Somewhere in the flat oil fields of Texas, at a Denny’s, the day was half gone, smothered up by heat vapors dancin’ on the broken tar.
We were on our journey, headed to El Paso, for the first Signature Member Exhibit of the International Equine Artists. My son and I, sat, waiting for the meal that will sustain us for another six hours of driving.
The waitress, looking likes something that walked right out of a 1970’s sitcom, I’m thinking her name must be Flo, took our order.
Oil rigs outside our windows bobbed up and down, casting hard lined shadows on the dry cracked ground below them. To me, they reminded me of those plastic dipping birds, which bob up and down in a glass of water. The rust created interesting textures and colors, as the mid-day sun worked its magic on that metal.
The skies stretched for as far as the eye could see. I’m quite sure I saw the horizon bend as more heat vapors danced and blurred my vision.
Once our bellies were full, and the car sped off in a cloud of hot dust, we sat, riding mile after mile, eating them up like a kid sucks up a plate of spaghetti. The distance between small towns became greater, and the emptiness was replaced by more rusting oil rigs. Some had the company of a lone cow standing in the lower shadows of the big rusty dipping bird. Any sign of green had been left behind, in what was now a distant memory.
Full of weary from the long journey, we were still full of hope and excitement for reaching our destination and friends we had met in the past. Somehow, beauty was shown to me, in the hills of red and yellow rock that lined the horizon, and slowly rose in front of us. As those mounds of rock grew closer, we knew we were finally headed into the mountains of South Western Texas…headed closer to El Paso.
My son and I had made this trip one year before, though we had taken a different route through New Mexico. This part of Texas was all new to us, as we sped past oil plants and a rusty oil rig graveyard. They lay there in a heap of metal, used, spent, with no more dipping left in them. Waiting, hopefully, to be recycled, they were nothing more than occupants of a scrap metal yard.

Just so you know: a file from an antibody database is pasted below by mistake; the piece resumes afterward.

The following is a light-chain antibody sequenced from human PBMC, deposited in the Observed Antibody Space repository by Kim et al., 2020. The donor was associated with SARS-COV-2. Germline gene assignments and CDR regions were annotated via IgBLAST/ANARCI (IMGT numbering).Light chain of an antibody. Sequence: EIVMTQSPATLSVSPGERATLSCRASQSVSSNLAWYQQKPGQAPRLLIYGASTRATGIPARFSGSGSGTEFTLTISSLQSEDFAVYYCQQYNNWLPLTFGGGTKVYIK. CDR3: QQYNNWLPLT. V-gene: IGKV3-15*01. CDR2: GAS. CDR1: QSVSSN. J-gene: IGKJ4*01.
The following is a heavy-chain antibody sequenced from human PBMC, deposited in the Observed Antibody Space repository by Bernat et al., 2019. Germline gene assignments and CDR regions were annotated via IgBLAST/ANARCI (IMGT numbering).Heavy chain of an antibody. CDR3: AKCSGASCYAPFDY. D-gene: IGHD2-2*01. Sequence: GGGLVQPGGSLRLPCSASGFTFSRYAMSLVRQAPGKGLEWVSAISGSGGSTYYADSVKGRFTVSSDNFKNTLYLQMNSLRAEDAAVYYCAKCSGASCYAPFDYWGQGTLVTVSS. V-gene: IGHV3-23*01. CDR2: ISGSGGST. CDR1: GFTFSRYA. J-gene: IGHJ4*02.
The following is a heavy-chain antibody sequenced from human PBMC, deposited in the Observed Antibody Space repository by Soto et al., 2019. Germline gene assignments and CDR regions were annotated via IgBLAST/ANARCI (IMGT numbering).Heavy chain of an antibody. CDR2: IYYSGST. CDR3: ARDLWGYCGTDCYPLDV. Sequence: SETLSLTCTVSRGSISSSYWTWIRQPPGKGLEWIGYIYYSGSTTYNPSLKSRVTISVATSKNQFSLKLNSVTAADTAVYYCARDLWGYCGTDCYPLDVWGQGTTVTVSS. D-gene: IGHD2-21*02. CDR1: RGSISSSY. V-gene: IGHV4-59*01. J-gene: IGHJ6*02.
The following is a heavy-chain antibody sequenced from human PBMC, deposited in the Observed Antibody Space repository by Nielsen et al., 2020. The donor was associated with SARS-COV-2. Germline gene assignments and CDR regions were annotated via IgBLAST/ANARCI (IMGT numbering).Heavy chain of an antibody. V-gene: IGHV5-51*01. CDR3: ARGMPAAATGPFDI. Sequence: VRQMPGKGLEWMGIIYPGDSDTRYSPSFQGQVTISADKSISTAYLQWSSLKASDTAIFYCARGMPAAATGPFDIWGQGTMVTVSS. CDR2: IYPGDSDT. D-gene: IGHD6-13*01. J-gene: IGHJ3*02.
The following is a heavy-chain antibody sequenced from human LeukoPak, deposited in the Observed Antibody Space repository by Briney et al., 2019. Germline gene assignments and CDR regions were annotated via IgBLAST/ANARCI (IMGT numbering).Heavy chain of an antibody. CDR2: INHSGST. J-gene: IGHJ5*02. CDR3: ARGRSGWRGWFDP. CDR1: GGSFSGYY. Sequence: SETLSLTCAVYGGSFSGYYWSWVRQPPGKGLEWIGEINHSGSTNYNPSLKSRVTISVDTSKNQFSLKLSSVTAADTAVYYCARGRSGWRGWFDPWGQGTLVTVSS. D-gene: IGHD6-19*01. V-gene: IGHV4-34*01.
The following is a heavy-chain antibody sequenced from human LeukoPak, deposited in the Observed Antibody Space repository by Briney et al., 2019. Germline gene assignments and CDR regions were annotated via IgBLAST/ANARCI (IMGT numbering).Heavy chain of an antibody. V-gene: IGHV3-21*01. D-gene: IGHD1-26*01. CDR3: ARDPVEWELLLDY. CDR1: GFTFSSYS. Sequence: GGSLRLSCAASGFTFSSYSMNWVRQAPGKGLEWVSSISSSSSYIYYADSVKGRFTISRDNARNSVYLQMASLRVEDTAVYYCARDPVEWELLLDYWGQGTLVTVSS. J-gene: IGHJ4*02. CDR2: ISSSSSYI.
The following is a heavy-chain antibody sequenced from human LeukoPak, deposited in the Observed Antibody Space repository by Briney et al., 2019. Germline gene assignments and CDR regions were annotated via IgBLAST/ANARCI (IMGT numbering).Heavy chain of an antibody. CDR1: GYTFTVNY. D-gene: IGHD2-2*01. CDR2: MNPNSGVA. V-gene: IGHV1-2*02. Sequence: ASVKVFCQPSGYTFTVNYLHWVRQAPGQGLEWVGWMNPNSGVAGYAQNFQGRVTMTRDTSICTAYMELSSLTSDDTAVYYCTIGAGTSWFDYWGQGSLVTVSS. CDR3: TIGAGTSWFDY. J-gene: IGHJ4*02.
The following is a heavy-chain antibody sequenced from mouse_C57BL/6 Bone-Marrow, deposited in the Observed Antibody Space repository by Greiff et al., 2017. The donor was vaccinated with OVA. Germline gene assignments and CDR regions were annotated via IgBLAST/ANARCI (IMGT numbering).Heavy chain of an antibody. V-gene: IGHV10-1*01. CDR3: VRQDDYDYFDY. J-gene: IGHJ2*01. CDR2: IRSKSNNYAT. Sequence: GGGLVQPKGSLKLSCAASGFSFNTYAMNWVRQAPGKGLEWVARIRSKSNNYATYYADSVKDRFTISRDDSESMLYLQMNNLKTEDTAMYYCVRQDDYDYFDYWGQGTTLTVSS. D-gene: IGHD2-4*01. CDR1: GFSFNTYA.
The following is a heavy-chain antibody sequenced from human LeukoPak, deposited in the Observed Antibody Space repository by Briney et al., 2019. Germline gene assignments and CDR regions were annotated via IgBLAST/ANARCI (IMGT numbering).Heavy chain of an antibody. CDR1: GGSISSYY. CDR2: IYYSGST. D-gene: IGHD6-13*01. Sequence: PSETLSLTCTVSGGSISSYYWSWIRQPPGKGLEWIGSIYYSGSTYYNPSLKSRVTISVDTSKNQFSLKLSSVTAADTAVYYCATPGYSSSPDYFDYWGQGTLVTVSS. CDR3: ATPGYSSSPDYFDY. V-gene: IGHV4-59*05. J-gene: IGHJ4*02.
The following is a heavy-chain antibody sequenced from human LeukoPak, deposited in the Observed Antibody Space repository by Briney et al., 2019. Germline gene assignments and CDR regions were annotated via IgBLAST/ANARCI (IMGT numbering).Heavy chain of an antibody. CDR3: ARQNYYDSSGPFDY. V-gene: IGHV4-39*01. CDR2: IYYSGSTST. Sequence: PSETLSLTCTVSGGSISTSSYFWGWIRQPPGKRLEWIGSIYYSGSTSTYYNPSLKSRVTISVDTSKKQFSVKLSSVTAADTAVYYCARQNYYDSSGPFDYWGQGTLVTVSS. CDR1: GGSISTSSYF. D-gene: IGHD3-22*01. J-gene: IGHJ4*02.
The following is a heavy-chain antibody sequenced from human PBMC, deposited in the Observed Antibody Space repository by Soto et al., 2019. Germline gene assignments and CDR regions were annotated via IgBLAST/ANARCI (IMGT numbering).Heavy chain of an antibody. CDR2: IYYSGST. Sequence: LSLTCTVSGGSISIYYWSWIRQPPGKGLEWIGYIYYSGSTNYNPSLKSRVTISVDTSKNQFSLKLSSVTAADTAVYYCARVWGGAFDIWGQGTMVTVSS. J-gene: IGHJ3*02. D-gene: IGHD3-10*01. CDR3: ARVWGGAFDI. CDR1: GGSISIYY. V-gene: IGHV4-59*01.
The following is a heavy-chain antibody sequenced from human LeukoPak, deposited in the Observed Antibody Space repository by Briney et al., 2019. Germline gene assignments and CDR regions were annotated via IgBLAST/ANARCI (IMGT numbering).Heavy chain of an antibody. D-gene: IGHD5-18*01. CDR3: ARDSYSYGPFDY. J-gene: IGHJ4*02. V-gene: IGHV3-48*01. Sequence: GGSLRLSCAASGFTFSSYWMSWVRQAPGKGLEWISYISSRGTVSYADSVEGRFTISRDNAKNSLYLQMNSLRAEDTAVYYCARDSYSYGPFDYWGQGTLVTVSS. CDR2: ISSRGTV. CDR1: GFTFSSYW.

At times we grabbed a glance of horses. Huddled together, searching for each other’s shade to shield them from the blaze of sun that baked upon their backs. I felt sad and sorry, or maybe empathy, towards them. For having to endure that mid-day heat, though I knew, that surely they were used to this dusty climate, day after day, with no water or rain in sight. Despite their entrapment of the environment, they looked well, and healthy, as if whoever was their care taker, took wonderful care of them. This eased my mind.
It was one more overnight stop, before cruising into El Paso. We checked into a place that was run down, could use a lot of maintenance, and the other dwellers seemed a bit iffy to us. But when you are hot, dusty, and travel weary, you take what you can get in an open land of nothing more than dust, heat and space.
As I expected, people hung out around the room doors that were exposed to the ground floor of icky, for most of the night, and returned in the wee hours of morning. A one inch space under the door was an open invitation for whatever wanted to crawl under there, into the room. My shoes were placed up in a chair, and a few checks under the blankets, before sliding into that bed. Yes, I tucked my pajama pant legs into my socks, despite any heat that tried to suffocate me in my sleep. In the morning, before that unrelenting sun rose, we listened to the nasty mouths of young people, flirting and talking loudly outside our window. Saying things that would make a Crow blush.
I changed into my day clothes, and as I was slipping into those running shoes, I saw a tick crawling across my sneaker. With a loud scream, and a yell to my son, we were out of there! I bet you have never seen a woman pack a car so fast, and check out of a place, in a matter of minutes, and was off in a cloud of dust!
I left my Pajamas in Texas!
By Deborah Flood 8
To be continued……
This writing is Copyrighted 2015. Do Not Copy or use in any form without the written consent of the Author, Deborah Flood.